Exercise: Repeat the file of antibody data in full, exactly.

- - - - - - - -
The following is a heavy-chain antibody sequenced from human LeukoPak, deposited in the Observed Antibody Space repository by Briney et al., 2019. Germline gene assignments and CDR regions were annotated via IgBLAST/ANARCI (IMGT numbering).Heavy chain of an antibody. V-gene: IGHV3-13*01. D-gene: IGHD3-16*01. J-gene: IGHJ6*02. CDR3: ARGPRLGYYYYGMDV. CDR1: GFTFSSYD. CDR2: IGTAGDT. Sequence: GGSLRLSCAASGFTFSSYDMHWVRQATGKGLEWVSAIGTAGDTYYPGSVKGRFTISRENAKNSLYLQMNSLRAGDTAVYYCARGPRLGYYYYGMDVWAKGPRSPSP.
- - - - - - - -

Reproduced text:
The following is a heavy-chain antibody sequenced from human LeukoPak, deposited in the Observed Antibody Space repository by Briney et al., 2019. Germline gene assignments and CDR regions were annotated via IgBLAST/ANARCI (IMGT numbering).Heavy chain of an antibody. V-gene: IGHV3-13*01. D-gene: IGHD3-16*01. J-gene: IGHJ6*02. CDR3: ARGPRLGYYYYGMDV. CDR1: GFTFSSYD. CDR2: IGTAGDT. Sequence: GGSLRLSCAASGFTFSSYDMHWVRQATGKGLEWVSAIGTAGDTYYPGSVKGRFTISRENAKNSLYLQMNSLRAGDTAVYYCARGPRLGYYYYGMDVWAKGPRSPSP.